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Slashin' Stitches

Applique Made Easy

Appliqué is an excellent way to cover a large surface area in a short amount of time. The artwork will determine whether appliqué or embroidery is more appropriate. Another determining factor can be whether the design would require more than 10,000 stitches for the segment. If so, appliqué is a good consideration.

Appliqué has a unique look and offers an easy way to obtain coverage of a large area versus trying to embroider large sections. If you have ever tried to embroider a large white fill on a black or dark fabric, you have noticed that the white embroidery isn’t a stark white anymore. The background fabric tends to show through even with correct underlays. This is when an appliqué should definitely be considered. By using a light-colored appliqué on a dark fabric, the appliqué really pops off the dark background making a recognizable difference in the end result.

Colleges and high schools are strong markets for appliqué, so consider making some designs using local mascots. Incorporating embroidery will create a unique niche market with this crowd. Plan a sales call to a local high school and realize the potential business that having just one school as a customer can land. Think of coaches, cheerleaders, clubs, band and sports teams, and the potential is obvious. Showing samples is important in this market. As for creating them…

Appliqué can be achieved with various methods. Those starting out in embroidery may not have the resources for expensive fabric cutting machines, nor the amount of orders to sustain such a purchase. Regardless of the size of shop or amount of equipment, appliqué can be achieved with very simple methods. The goal is to be accurate and understand the appliqué process. Follow these simple steps to achieve eye-catching appliqués.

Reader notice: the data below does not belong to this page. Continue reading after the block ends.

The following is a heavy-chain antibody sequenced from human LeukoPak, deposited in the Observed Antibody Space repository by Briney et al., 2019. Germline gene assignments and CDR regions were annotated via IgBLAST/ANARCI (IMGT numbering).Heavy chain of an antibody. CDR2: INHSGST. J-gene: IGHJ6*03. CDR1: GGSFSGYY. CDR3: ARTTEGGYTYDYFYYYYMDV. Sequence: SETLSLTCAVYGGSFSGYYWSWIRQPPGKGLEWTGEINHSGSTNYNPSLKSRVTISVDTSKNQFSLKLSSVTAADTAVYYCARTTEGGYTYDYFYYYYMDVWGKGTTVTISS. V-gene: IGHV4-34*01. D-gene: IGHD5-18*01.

Give me three steps

First, determine what is to be the appliquéd section of the design. Once the section has been determined, the actual stitching process for appliqué is created with three steps.

The first is the placement stitch/cut line. Second is the tack-down stitch and the third, the satin or decorative stitch. Set up the design with these stitches for a manual approach. Some software programs have an automatic feature that allows users to trace a shape and click it to an appliqué. If it is a stand alone section, using the automatic feature will be easy. If it has multiple pieces and/or several pieces overlapping, a manual approach will help to avoid a lot of editing.

Manual stitching starts with tracing the desired art section to be appliquéd with a run stitch just outside of the shape line. This becomes the placement/cut line. Next, using a run stitch or open satin/zigzag stitch, trace inside the cut line approximately an eighth of an inch. For the appliqué stitch, choose either a satin or decorative stitch to finish it off.

No matter if taking a manual or automatic approach, the distance you want the satin stitch to cover the fabric must be determined. Is a 50/50 setting—with half the satin on the appliqué and half the satin off—the right look? Or is more on the appliqué with a little off the way to go? I prefer an 80/20 setting, allowing the appliqué to be very secure with 80 percent of the satin on the fabric and only 20 percent off the appliqué.